The Joint Council on International Children’s Services has issued the following notice about the second DNA test now being required for children adopted from Guatemala. As the notice states, the new requirement will be implemented for cases submitted to the U.S. Embassy in Guatemala on or after August 6, 2007.
This notice answers some of the first questions that my original post may have raised. However, there are still questions about how this requirement will be implemented, and we hope to have more answers soon – perhaps after the JCICS conference call tomorrow. The text of the notice appears below:
Department of State
August 2, 2007
U.S. Embassy Uses DNA Testing to Protect Children Adopted in Guatemala
Effective August 6, 2007, the U.S. Embassy in Guatemala will require a second DNA test, to verify that the adopted child for whom an immigrant visa is being requested is the same child matched at the beginning of the adoption process with the birth parent. The Embassy is taking this step in response to concerns about the unregulated adoption process in that country. The Embassy already requires one DNA match between a relinquishing parent and prospective adoptive child as part of the immigrant visa process for Guatemalan children adopted by American citizens. This new procedure will apply to adoption cases finalized by Guatemalan authorities and submitted to the Embassy on or after August 6th.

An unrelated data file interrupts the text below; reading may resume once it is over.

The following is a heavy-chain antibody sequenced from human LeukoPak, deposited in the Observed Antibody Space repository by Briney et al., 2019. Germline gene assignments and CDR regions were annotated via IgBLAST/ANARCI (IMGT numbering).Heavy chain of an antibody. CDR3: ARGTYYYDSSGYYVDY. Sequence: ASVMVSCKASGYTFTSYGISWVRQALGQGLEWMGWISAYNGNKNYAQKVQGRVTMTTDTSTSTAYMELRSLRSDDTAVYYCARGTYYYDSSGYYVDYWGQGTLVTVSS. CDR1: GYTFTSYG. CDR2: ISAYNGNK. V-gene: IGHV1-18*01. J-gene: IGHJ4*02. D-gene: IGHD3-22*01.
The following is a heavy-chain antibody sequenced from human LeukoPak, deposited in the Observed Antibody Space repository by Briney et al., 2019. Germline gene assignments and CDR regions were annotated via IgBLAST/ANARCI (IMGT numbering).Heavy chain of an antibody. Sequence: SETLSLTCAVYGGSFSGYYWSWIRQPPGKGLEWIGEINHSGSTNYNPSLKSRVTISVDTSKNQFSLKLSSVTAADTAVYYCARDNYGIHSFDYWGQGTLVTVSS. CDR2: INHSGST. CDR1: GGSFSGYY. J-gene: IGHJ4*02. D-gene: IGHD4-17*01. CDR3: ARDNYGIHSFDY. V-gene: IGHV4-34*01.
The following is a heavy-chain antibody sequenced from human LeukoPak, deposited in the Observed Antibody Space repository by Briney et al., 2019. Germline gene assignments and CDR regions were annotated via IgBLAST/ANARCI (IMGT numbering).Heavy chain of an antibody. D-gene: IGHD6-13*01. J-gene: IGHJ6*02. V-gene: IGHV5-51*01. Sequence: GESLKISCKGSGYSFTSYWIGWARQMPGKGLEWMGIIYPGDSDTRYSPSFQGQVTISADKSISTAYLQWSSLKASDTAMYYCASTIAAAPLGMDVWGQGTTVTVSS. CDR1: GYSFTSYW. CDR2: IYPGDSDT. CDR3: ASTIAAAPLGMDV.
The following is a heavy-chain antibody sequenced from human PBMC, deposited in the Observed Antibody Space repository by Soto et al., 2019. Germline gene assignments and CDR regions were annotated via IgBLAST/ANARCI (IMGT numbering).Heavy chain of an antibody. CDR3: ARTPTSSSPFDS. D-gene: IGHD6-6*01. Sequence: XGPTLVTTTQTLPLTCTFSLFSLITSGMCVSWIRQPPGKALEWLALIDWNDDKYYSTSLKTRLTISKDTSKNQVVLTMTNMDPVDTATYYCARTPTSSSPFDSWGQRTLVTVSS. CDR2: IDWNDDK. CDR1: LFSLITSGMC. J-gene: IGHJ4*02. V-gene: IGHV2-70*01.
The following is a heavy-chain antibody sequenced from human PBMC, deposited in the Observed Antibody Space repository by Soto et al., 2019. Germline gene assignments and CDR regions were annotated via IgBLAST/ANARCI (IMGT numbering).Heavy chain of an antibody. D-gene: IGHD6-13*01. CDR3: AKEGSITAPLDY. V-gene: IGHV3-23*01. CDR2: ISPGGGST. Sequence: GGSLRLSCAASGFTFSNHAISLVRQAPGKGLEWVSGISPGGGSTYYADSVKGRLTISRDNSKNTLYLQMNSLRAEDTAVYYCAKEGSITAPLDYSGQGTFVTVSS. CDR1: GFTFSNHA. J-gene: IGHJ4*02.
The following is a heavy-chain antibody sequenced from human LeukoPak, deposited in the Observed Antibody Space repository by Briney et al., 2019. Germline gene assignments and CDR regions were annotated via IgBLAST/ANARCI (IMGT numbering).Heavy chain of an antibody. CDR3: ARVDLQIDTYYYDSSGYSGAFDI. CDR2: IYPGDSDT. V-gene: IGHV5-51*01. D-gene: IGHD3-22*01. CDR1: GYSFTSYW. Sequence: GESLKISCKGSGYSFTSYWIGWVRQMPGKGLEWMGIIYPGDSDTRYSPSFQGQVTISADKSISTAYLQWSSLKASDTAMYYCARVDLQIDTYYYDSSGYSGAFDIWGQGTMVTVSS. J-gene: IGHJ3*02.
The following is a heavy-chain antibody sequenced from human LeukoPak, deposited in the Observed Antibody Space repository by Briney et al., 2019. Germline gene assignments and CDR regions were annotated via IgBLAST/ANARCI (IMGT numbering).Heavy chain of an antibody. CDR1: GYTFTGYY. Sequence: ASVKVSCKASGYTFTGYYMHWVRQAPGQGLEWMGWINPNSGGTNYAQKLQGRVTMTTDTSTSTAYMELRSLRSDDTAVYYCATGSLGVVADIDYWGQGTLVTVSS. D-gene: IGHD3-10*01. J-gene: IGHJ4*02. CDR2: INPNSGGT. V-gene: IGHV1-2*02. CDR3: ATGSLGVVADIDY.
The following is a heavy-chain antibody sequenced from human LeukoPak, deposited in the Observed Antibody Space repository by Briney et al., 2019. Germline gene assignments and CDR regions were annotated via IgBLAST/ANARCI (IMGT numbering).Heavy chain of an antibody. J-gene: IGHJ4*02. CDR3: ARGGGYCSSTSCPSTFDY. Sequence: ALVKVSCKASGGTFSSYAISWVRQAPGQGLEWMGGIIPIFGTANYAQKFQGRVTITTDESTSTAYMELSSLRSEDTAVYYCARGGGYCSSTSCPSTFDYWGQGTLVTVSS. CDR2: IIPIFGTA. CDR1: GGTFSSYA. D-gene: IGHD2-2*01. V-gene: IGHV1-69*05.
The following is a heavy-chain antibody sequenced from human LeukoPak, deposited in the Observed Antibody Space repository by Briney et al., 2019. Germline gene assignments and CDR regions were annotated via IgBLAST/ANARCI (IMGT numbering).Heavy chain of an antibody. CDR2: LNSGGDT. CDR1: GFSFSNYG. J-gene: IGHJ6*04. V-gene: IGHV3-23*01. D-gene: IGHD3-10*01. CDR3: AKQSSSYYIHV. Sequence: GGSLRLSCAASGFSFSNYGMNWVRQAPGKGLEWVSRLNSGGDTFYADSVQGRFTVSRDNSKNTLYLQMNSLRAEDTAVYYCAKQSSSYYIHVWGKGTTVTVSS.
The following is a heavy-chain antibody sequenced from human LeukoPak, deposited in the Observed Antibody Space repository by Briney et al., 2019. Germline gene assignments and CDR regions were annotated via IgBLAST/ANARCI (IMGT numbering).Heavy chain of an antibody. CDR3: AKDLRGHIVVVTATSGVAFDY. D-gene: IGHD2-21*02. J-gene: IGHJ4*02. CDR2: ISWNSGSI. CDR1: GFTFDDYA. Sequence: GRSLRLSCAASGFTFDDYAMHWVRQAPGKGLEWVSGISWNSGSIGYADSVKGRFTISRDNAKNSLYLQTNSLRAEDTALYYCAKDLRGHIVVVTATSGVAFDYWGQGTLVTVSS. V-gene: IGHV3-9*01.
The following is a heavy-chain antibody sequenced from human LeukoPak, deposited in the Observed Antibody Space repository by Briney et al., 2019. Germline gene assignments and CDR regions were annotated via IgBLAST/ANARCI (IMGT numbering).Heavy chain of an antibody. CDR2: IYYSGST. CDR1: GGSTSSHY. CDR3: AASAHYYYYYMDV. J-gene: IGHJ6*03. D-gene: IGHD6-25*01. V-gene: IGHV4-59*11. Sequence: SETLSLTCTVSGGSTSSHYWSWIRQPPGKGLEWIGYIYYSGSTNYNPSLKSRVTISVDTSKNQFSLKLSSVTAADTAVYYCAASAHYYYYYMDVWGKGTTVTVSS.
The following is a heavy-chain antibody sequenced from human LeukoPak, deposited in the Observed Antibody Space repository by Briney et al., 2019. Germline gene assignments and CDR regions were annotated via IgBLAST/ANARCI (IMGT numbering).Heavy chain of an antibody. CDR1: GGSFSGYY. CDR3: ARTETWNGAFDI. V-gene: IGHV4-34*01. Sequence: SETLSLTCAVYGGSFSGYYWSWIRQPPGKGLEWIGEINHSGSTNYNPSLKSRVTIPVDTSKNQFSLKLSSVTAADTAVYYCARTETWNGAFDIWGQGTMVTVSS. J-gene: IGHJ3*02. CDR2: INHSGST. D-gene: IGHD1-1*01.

The United States supports the highest standards of practice in international adoption. Due to concerns about the Guatemalan adoption process, the U.S. government must apply an extraordinary level of scrutiny to adoption cases there. This second DNA test will confirm that the child applying for the visa is the same child originally matched with the birth mother who voluntarily consented to the adoption. The first DNA matching test typically occurs a number of months before the adoption process is completed and the visa is issued.
We support the efforts of the Government of Guatemala to reform its adoption process to meet its obligations as a member of the Hague Intercountry Adoption Convention. The Hague Permanent Bureau’s international advisory group of experts, including U.S. representatives, are providing technical assistance to the Government of Guatemala as it works toward implementation of a Hague Convention-compliant adoption process.
You can view the DOS notice as a PDF here.